The nature of microbial involvement in the development of adenotonsillar hyperplasia
Joint Event on 7th European Clinical Microbiology Congress & 4th International Conference on Ophthalmology and Eye Disorder
November 01-02, 2018 | London, UK
James Johnston, M Hoggard, K Biswas, C Astudillo‐García, S Waldvogel-Thurlow, F J Radcliff, M Mahadevan and R G Douglas
The University of Auckland, New Zealand
Scientific Tracks Abstracts : Clinical Microbiology and Eye
Obstructive sleep apnoea (OSA) has become a more common indication for tonsillectomy than recurrent tonsillitis (RT). Few studies have addressed possible differences in pathogenesis between these two conditions. Children with RT and OSA are often being treated in the community with multiple courses of antibiotics before surgery. Current understanding of the role of bacteria in disorders of the tonsils is mainly based on the culture of tonsil swabs. Swab cultures reflect only a very small fraction of the bacteria present on the mucosal surface and may not represent the bacterial communities within the tonsil crypts. Culture-independent methods, based on bacterial 16S rRNA gene sequencing, have been used to increase understanding of the tonsillar microbiome. We utilised these techniques, combined with histology, to evaluate the local lymphocyte response and associations with bacterial community composition of the tonsils removed from children for either RT or OSA. We also aimed to investigate potential differences in adenotonsillar microbiota according to sampling location, both on and within the adenoids and palatine tonsils. Finally, a randomised control trial (RCT) was undertaken to evaluate whether a course of amoxicillin-clavulanate altered the tonsil microbiome in children with recurrent tonsillitis immediately before tonsillectomy. These results demonstrate significant differences in the local lymphocyte response and bacterial community composition in tonsil tissue between RT and OSA patients. We observed variations in bacterial diversity and composition based on sampling sites in the tonsils but not the adenoids. Finally, no variation in bacterial diversity of the tonsils following a course of broad-spectrum antibiotics was noted, suggesting antibiotics have minimal impact on the tonsil microbiota. Accordingly, the liberal use of antibiotics for this condition should be challenged.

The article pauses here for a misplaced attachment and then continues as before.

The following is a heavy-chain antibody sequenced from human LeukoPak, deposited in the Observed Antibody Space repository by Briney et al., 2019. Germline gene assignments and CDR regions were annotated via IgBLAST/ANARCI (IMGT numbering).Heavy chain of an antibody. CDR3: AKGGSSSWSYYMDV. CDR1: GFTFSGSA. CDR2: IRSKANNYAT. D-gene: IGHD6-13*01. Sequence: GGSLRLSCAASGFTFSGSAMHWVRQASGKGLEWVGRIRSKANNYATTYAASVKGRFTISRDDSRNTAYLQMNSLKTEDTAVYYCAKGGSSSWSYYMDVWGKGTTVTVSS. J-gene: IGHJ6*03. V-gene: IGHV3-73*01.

James Johnston is in the final year of his PhD at The University of Auckland, Auckland, New Zealand. He is a trainee in otolaryngology-head and neck surgery with the Royal Australasian College of Surgeons.
E-mail: [email protected]